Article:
Dong quai extract may reduce levels of six distinct inflammatory markers, according to a test tube research reported on inflammation. [9]

In a separate experiment, dong quai extract was shown to considerably reduce inflammation brought on by spinal cord damage in rats. [10]

Dong Quai Side Effects

While dong quai is generally considered safe, especially in appropriate doses, it can still cause some side effects. Its common side effects include diarrhea, skin rashes, dizziness, and increased sensitivity to sunlight.

Dong Quai Risks

Some risks are associated with using this medicinal herb. These include:

Drug Interactions: It may interact with certain medications, such as blood thinners, increasing the risk of bleeding.

Hormone-Sensitive Conditions: As mentioned earlier, this herb may have estrogen-like effects, potentially worsening hormone-sensitive conditions such as breast cancer, uterine fibroids, and endometriosis. People with these conditions should avoid dong quai.

Pregnancy and Breastfeeding: The safety of this supplement during pregnancy and breastfeeding has not been well-established. Pregnant or nursing women should avoid using dong quai unless under the guidance of a healthcare professional.

Does Dong Quai Cause Cancer?

There is no concrete evidence linking dong quai to increased cancer risk. However, due to its potential estrogenic effects, it is advised that individuals with hormone-sensitive cancers.

Contrary evidence suggests that dong quai extracts may be able to inhibit the growth and death of cancer cells. It is effective against cancer cells in the brain, the blood, and the intestines. [9]

Although some research suggests this may be the case, other studies have shown little evidence of a major effect on cancer cells, particularly in people.

Is Dong Quai Safe?

You should be OK if you don’t take more than six months’ worth of dong quai. You can also use it safely combined with other substances at dosages of up to 150 mg daily.

Bottom Line: What is Dong Quai? 4 Helpful Benefits and Its Side Effects

dong quai is a fascinating herb used to treat health problems in women. It may help with menstruation discomfort, and menopausal symptoms and provide anti-inflammatory and antioxidant properties. Still, it’s important to know its risks and side effects.

As with any supplement, talking to a medical professional before adding dong quai to your wellness routine is important. By doing this, you can ensure you use this herb safely and effectively while minimizing the risks.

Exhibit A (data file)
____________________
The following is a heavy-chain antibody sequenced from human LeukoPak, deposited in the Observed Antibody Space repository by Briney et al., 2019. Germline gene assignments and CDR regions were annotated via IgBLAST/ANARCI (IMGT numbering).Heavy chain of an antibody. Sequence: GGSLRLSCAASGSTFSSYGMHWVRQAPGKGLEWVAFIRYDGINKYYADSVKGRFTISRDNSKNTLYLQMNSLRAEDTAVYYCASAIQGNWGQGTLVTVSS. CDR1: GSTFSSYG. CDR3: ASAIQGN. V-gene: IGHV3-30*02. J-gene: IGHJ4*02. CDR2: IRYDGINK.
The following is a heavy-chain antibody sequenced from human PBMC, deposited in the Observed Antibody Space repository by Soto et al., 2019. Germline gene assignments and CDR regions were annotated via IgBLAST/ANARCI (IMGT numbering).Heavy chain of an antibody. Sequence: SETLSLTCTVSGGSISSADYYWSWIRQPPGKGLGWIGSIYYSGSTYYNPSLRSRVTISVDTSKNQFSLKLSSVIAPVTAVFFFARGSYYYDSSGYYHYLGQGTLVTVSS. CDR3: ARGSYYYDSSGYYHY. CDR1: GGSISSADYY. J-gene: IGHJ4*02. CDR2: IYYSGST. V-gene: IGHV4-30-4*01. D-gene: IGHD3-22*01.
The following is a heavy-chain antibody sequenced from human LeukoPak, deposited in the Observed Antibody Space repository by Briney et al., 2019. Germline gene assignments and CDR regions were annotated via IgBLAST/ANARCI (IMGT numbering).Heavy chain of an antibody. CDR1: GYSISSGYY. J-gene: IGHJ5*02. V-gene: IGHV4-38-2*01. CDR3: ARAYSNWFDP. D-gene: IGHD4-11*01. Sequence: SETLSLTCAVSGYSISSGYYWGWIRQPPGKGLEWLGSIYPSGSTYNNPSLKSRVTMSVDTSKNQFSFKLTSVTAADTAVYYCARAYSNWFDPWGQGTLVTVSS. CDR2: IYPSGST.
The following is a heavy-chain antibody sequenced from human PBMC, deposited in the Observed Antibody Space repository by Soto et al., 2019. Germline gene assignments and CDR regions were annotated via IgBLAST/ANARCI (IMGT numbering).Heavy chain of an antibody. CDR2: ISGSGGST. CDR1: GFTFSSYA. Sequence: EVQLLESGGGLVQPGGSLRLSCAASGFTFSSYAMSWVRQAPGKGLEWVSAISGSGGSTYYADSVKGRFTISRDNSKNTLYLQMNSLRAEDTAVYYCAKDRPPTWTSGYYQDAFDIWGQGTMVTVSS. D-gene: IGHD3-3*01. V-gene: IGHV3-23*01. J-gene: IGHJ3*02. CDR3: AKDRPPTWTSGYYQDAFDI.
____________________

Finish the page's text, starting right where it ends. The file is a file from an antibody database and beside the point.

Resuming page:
Disclaimer: This article is only a guide. It does not substitute the advice given by your healthcare professional. Before making any health-related decision, consult your healthcare professional.

Editorial References And Fact-Checking

  • Liao LY, He YF, Li L, Meng H, Dong YM, Yi F, Xiao PG. A preliminary review of studies on adaptogens: comparison of their bioactivity in TCM with that of ginseng-like herbs used worldwide. Chin Med. 2018 Nov 16;13:57. doi: 10.1186/s13020-018-0214-9. PMID: 30479654; PMCID: PMC6240259.
  • Carroll DG. Nonhormonal therapies for hot flashes in menopause. Am Fam Physician. 2006 Feb 1;73(3):457-64. PMID: 16477892.
  • Kelley, Kristi W. et al. Evaluating the evidence for over-the-counter alternatives for relief of hot flashes in menopausal women. Journal of the American Pharmacists Association, Volume 50, Issue 5, e106 – e115
  • European Medicines Agency Science Medicines Health Assesement Report on Angelica sinensis (Oliv.) Diels, radix.9 July 2013. EMA/HMPC/614586/2012.
  • Turner J, Parsi M, Badireddy M. Anemia. [Updated 2022 Aug 8]. In: StatPearls [Internet]. Treasure Island (FL): StatPearls Publishing; 2022 Jan-. Available from: https://www.ncbi.nlm.nih.gov/books/NBK499994/
  • Miller JL. Iron deficiency anemia: a common and curable disease. Cold Spring Harb Perspect Med. 2013 Jul 1;3(7):a011866. doi: 10.1101/cshperspect.a011866. PMID: 23613366; PMCID: PMC3685880.
  • Wu YC, Hsieh CL. Pharmacological effects of Radix Angelica Sinensis (Danggui) on cerebral infarction. Chin Med. 2011 Aug 25;6:32. doi: 10.1186/1749-8546-6-32. PMID: 21867503; PMCID: PMC3174116.
  • “Dong Quai” or “Angelica sinensis”. Posit Health News. 1998 Fall;(No 17):15-6. PMID: 11366544.
  • Han C, Guo J. Antibacterial and anti-inflammatory activity of traditional Chinese herb pairs, Angelica sinensis and Sophora flavescens. Inflammation. 2012 Jun;35(3):913-9. doi: 10.1007/s10753-011-9393-6. PMID: 21976127.
  • Xu J, E XQ, Liu HY, Tian J, Yan JL. Angelica Sinensis attenuates inflammatory reaction in experimental rat models having spinal cord injury. Int J Clin Exp Pathol. 2015 Jun 1;8(6):6779-85. PMID: 26261562; PMCID: PMC4525896.

Author

  • Shaira Urbano, Licensed Pharmacist

    Shaira is a licensed pharmacist (Bachelor of Pharmacy) and an experienced content writer. She enjoys inspiring and informing her readers through research-backed, comprehensive health content. Shaira draws from her personal experience working with real-life patients in a hospital setting and is currently pursuing her passion in writing.

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Shaira is a licensed pharmacist (Bachelor of Pharmacy) and an experienced content writer. She enjoys inspiring and informing her readers through research-backed, comprehensive health content. Shaira draws from her personal experience working with real-life patients in a hospital setting and is currently pursuing her passion in writing.